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A Must-Do For Offense: Stay Aggressive


It's too early to have a sense of what the Eagles have in mind for New England in Super Bowl LII (I love typing that!) but you can be sure that this veteran coaching staff will approach things aggressively. That's the personality of this football team. And it shows up on gamedays.

"That's what I believe in," head coach Doug Pederson said. "I want us to be smart and aggressive in every phase of the game."

Amid the glory of Sunday night's win over Minnesota was a return of the "X" play in the offense. The Eagles had four plays of 36 yards or longer – a 53-yard touchdown pass to Alshon Jeffery, a 43-yard connection to Nelson Agholor, a 41-yard touchdown on the flea-flicker to Torrey Smith, and a 36-yard shot to Zach Ertz. All came in the passing game.

Quarterback Nick Foles was at his best on Sunday night.

"He's been spectacular. We've said it all along, he's comfortable in his own scheme," offensive coordinator Frank Reich said of Foles. "When you look at the whole body of work, he's a big-play machine. He knows how to make big plays. He gets in a groove and gets in rhythm, but that's the whole team. He understands that. That's the great thing about Nick. He's got the maturity to understand. He's not trying to be the hero."

It took some time to get the vertical passing game going with Foles, who was limited in Training Camp with a sore elbow and who did not play a lick in the preseason. In the win over the Giants, when Foles threw four touchdown passes, his longest completion to a receiver or tight end was only 19 yards. In the 19-10 victory over Oakland, Foles connected with Ertz for a catch-and-run that gained 25 yards, but there was no success down the field.

In the playoff win over Atlanta, the offense had a few big gainers but they came on catch-and-run plays to Jay Ajayi (32 yards), Jeffery (21 yards), and Smith (20 yards). Otherwise, the offense was a bump-and-grind affair.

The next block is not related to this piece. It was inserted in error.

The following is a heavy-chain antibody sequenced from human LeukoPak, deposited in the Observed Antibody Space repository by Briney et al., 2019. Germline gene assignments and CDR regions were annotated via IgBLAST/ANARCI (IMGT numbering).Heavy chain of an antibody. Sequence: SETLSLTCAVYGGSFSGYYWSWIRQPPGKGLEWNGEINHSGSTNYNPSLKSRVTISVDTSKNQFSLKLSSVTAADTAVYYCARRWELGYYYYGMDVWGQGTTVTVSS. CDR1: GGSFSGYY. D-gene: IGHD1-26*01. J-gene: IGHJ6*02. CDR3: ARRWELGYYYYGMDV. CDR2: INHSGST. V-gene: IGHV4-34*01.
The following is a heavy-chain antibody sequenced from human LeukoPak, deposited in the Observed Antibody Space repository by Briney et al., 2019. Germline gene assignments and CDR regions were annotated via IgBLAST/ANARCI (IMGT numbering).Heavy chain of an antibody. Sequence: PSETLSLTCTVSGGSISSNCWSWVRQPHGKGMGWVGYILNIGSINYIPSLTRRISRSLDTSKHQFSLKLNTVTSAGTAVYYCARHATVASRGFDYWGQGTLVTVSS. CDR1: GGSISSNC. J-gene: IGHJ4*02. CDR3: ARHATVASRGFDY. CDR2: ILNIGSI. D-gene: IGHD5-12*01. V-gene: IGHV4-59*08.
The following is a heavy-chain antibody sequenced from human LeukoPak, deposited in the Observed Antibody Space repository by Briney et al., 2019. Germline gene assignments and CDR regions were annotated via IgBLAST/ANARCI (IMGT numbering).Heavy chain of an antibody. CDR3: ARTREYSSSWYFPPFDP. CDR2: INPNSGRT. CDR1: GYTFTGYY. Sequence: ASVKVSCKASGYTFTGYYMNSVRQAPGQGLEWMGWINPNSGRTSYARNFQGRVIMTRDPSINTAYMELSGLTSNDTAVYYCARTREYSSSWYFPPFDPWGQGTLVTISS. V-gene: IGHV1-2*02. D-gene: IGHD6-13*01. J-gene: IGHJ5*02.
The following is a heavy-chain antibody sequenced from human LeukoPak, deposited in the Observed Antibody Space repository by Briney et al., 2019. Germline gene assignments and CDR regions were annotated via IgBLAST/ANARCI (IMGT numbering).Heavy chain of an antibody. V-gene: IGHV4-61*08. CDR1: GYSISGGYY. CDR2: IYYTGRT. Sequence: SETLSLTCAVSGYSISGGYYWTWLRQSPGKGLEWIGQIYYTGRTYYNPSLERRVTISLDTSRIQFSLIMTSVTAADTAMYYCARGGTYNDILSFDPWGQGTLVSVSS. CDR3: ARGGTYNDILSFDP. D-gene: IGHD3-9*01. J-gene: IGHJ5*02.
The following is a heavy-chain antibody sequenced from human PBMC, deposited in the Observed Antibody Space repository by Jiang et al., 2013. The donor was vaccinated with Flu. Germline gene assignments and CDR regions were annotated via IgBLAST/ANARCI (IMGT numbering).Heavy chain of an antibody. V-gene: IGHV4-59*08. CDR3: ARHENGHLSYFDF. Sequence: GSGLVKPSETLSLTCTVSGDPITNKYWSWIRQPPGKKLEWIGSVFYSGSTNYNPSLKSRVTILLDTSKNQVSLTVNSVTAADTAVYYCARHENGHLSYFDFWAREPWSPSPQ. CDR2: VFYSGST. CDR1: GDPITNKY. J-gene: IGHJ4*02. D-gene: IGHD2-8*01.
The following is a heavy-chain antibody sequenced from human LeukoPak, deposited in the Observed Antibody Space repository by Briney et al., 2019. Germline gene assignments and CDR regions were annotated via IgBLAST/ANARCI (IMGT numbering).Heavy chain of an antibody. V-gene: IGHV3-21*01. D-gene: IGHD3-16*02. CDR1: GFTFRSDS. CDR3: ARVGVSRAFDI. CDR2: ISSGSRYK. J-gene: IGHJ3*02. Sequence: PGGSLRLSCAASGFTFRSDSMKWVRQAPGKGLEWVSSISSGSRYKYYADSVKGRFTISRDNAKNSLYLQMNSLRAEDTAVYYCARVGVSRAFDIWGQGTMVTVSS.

"It's a big part of what we do, throwing the ball down the field," Smith said after Sunday's win over Minnesota. "Getting those chunk plays, those big yards, makes it a lot easier on the offense. You want to strike quickly in the NFL and we did that in this game."

Why the improvement in the deep-passing game with Foles? There are several factors. One, Foles has developed timing with his receiving corps in the last few weeks after taking almost zero reps (and in reality, it could literally be zero) during the season in practice. He's a much better, more confident quarterback than he was in those early starts. Also, the offensive line did a magnificent job on Sunday night providing a solid pocket for Foles, who worked the pocket beautifully with his feet and created space when needed. The receivers won battles down the field in coverage.

And Foles delivered with a great deal of authority and accuracy. Combined with a creative game plan that kept Minnesota off balance, the Eagles were able to stretch the field unlike at any time since Wentz was injured against the Rams on December 10.

It goes back to being aggressive, Pederson's mantra.

"We're going to take shots," Jeffery said. "You have to take shots in this league. We have confidence that we can win those battles and come up with the football."

Anything can happen against New England. Pederson and his staff don't yet have a game plan in place, but it's coming and, if Pederson holds true to the form he's shown in his time as the head coach here, it will be spectacular and unpredictable.

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